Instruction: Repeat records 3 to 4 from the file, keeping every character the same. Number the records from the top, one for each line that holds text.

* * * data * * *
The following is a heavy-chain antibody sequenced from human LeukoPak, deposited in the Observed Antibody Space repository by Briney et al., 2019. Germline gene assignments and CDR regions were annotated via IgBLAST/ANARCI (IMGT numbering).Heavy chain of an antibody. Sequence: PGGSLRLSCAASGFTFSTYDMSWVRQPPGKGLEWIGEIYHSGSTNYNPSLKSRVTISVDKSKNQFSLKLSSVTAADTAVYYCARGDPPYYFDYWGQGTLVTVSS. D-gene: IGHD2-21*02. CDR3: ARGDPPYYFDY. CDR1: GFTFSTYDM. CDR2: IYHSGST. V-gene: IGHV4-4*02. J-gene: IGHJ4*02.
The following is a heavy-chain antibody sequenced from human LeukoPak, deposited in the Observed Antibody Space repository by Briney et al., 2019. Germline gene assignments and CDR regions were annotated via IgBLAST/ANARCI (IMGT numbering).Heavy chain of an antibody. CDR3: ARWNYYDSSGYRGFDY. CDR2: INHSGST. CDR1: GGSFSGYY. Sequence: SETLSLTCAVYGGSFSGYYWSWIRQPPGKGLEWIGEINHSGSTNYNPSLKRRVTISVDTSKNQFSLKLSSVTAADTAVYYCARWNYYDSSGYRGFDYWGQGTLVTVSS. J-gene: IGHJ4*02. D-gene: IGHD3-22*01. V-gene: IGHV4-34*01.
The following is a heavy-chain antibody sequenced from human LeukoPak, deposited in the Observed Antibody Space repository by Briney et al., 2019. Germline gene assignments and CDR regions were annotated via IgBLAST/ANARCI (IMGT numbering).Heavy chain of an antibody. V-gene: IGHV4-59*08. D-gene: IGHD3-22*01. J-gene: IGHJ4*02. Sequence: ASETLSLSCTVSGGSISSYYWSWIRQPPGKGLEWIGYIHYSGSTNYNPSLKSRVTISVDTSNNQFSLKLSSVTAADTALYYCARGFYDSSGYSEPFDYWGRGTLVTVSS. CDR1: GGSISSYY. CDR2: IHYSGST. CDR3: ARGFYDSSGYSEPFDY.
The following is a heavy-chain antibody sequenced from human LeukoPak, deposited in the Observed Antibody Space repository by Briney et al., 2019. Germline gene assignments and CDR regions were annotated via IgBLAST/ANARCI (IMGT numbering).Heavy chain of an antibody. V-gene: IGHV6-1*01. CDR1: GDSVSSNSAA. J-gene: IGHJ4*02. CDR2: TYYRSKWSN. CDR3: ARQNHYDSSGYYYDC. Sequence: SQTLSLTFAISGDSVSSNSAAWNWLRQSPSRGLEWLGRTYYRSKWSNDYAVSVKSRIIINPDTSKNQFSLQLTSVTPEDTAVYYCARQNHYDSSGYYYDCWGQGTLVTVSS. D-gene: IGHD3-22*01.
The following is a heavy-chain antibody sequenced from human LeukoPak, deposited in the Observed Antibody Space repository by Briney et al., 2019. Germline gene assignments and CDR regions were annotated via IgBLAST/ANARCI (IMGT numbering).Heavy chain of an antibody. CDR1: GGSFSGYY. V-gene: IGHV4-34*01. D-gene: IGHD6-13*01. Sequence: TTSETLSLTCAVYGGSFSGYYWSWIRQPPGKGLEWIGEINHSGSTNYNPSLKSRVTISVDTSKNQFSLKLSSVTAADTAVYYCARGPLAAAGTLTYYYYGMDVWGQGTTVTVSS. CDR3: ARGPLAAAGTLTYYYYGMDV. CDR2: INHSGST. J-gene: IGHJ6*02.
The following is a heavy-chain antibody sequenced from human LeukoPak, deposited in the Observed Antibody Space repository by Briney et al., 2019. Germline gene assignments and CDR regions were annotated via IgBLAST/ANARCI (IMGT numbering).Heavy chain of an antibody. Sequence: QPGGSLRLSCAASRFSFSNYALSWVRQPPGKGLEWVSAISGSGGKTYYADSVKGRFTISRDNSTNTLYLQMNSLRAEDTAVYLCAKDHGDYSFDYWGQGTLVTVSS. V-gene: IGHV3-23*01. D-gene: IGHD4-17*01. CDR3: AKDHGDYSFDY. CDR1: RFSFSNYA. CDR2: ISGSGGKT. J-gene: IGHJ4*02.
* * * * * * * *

The following is a heavy-chain antibody sequenced from human LeukoPak, deposited in the Observed Antibody Space repository by Briney et al., 2019. Germline gene assignments and CDR regions were annotated via IgBLAST/ANARCI (IMGT numbering).Heavy chain of an antibody. V-gene: IGHV4-59*08. D-gene: IGHD3-22*01. J-gene: IGHJ4*02. Sequence: ASETLSLSCTVSGGSISSYYWSWIRQPPGKGLEWIGYIHYSGSTNYNPSLKSRVTISVDTSNNQFSLKLSSVTAADTALYYCARGFYDSSGYSEPFDYWGRGTLVTVSS. CDR1: GGSISSYY. CDR2: IHYSGST. CDR3: ARGFYDSSGYSEPFDY.
The following is a heavy-chain antibody sequenced from human LeukoPak, deposited in the Observed Antibody Space repository by Briney et al., 2019. Germline gene assignments and CDR regions were annotated via IgBLAST/ANARCI (IMGT numbering).Heavy chain of an antibody. V-gene: IGHV6-1*01. CDR1: GDSVSSNSAA. J-gene: IGHJ4*02. CDR2: TYYRSKWSN. CDR3: ARQNHYDSSGYYYDC. Sequence: SQTLSLTFAISGDSVSSNSAAWNWLRQSPSRGLEWLGRTYYRSKWSNDYAVSVKSRIIINPDTSKNQFSLQLTSVTPEDTAVYYCARQNHYDSSGYYYDCWGQGTLVTVSS. D-gene: IGHD3-22*01.